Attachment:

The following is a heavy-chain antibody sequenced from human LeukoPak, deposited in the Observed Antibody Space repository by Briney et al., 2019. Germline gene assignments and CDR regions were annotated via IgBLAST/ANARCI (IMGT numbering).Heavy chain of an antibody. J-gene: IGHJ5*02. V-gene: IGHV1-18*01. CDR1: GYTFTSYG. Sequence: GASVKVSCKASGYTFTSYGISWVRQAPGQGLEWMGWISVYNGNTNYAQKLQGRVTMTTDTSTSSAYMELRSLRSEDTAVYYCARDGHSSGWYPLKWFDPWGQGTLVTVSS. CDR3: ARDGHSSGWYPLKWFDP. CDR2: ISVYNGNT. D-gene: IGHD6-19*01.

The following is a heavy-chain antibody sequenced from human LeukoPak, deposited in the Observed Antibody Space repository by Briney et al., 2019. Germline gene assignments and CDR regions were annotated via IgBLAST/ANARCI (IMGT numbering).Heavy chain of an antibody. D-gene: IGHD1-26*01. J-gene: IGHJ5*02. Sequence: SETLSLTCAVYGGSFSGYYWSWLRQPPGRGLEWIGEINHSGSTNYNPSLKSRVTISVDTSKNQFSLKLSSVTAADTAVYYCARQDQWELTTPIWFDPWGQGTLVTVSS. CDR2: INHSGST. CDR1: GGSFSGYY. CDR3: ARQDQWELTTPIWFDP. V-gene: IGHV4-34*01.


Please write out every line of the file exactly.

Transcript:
The following is a heavy-chain antibody sequenced from human LeukoPak, deposited in the Observed Antibody Space repository by Briney et al., 2019. Germline gene assignments and CDR regions were annotated via IgBLAST/ANARCI (IMGT numbering).Heavy chain of an antibody. J-gene: IGHJ5*02. V-gene: IGHV1-18*01. CDR1: GYTFTSYG. Sequence: GASVKVSCKASGYTFTSYGISWVRQAPGQGLEWMGWISVYNGNTNYAQKLQGRVTMTTDTSTSSAYMELRSLRSEDTAVYYCARDGHSSGWYPLKWFDPWGQGTLVTVSS. CDR3: ARDGHSSGWYPLKWFDP. CDR2: ISVYNGNT. D-gene: IGHD6-19*01.

The following is a heavy-chain antibody sequenced from human LeukoPak, deposited in the Observed Antibody Space repository by Briney et al., 2019. Germline gene assignments and CDR regions were annotated via IgBLAST/ANARCI (IMGT numbering).Heavy chain of an antibody. D-gene: IGHD1-26*01. J-gene: IGHJ5*02. Sequence: SETLSLTCAVYGGSFSGYYWSWLRQPPGRGLEWIGEINHSGSTNYNPSLKSRVTISVDTSKNQFSLKLSSVTAADTAVYYCARQDQWELTTPIWFDPWGQGTLVTVSS. CDR2: INHSGST. CDR1: GGSFSGYY. CDR3: ARQDQWELTTPIWFDP. V-gene: IGHV4-34*01.